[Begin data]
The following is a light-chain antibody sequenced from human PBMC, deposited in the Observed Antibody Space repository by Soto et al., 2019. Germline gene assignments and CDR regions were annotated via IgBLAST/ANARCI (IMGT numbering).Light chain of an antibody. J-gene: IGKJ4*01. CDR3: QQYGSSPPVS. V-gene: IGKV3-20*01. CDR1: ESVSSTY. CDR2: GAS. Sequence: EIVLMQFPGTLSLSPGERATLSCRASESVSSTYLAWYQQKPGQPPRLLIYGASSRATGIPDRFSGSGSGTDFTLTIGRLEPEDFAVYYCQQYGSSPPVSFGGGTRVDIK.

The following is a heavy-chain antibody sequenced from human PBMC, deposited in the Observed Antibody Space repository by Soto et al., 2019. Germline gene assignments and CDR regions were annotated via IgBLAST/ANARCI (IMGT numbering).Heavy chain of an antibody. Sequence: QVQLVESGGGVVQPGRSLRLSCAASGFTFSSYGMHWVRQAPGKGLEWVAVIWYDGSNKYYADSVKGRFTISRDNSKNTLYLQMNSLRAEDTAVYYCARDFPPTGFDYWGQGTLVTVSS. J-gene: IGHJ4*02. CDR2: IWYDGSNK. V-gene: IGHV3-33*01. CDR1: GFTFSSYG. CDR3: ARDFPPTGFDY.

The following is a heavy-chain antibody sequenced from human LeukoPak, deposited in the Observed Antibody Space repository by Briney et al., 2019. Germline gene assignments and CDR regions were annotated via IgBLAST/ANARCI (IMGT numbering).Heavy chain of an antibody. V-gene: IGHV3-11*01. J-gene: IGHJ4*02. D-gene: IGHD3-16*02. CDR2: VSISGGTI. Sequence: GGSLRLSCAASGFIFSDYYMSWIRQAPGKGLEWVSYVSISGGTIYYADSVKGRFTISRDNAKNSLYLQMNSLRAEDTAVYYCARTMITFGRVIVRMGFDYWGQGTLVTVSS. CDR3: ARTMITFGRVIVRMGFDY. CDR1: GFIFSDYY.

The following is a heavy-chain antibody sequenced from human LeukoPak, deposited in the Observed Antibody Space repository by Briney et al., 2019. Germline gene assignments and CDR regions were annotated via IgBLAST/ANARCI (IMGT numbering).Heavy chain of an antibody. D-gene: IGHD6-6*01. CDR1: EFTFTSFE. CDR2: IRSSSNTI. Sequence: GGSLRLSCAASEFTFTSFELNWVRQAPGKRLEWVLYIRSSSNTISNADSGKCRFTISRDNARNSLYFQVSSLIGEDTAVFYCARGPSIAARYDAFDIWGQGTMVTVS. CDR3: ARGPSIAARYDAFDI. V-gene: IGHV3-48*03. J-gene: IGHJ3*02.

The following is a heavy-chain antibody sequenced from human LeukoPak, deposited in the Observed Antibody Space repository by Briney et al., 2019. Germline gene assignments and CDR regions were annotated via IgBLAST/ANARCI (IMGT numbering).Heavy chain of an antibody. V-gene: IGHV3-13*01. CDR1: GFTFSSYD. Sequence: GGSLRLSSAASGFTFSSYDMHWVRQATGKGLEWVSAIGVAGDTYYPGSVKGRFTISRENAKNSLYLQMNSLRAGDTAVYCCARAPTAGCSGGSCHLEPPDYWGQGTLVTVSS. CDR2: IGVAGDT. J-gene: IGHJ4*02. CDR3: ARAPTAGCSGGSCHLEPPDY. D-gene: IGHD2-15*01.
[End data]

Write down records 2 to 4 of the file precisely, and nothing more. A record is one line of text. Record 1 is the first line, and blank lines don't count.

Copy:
The following is a heavy-chain antibody sequenced from human PBMC, deposited in the Observed Antibody Space repository by Soto et al., 2019. Germline gene assignments and CDR regions were annotated via IgBLAST/ANARCI (IMGT numbering).Heavy chain of an antibody. Sequence: QVQLVESGGGVVQPGRSLRLSCAASGFTFSSYGMHWVRQAPGKGLEWVAVIWYDGSNKYYADSVKGRFTISRDNSKNTLYLQMNSLRAEDTAVYYCARDFPPTGFDYWGQGTLVTVSS. J-gene: IGHJ4*02. CDR2: IWYDGSNK. V-gene: IGHV3-33*01. CDR1: GFTFSSYG. CDR3: ARDFPPTGFDY.

The following is a heavy-chain antibody sequenced from human LeukoPak, deposited in the Observed Antibody Space repository by Briney et al., 2019. Germline gene assignments and CDR regions were annotated via IgBLAST/ANARCI (IMGT numbering).Heavy chain of an antibody. V-gene: IGHV3-11*01. J-gene: IGHJ4*02. D-gene: IGHD3-16*02. CDR2: VSISGGTI. Sequence: GGSLRLSCAASGFIFSDYYMSWIRQAPGKGLEWVSYVSISGGTIYYADSVKGRFTISRDNAKNSLYLQMNSLRAEDTAVYYCARTMITFGRVIVRMGFDYWGQGTLVTVSS. CDR3: ARTMITFGRVIVRMGFDY. CDR1: GFIFSDYY.

The following is a heavy-chain antibody sequenced from human LeukoPak, deposited in the Observed Antibody Space repository by Briney et al., 2019. Germline gene assignments and CDR regions were annotated via IgBLAST/ANARCI (IMGT numbering).Heavy chain of an antibody. D-gene: IGHD6-6*01. CDR1: EFTFTSFE. CDR2: IRSSSNTI. Sequence: GGSLRLSCAASEFTFTSFELNWVRQAPGKRLEWVLYIRSSSNTISNADSGKCRFTISRDNARNSLYFQVSSLIGEDTAVFYCARGPSIAARYDAFDIWGQGTMVTVS. CDR3: ARGPSIAARYDAFDI. V-gene: IGHV3-48*03. J-gene: IGHJ3*02.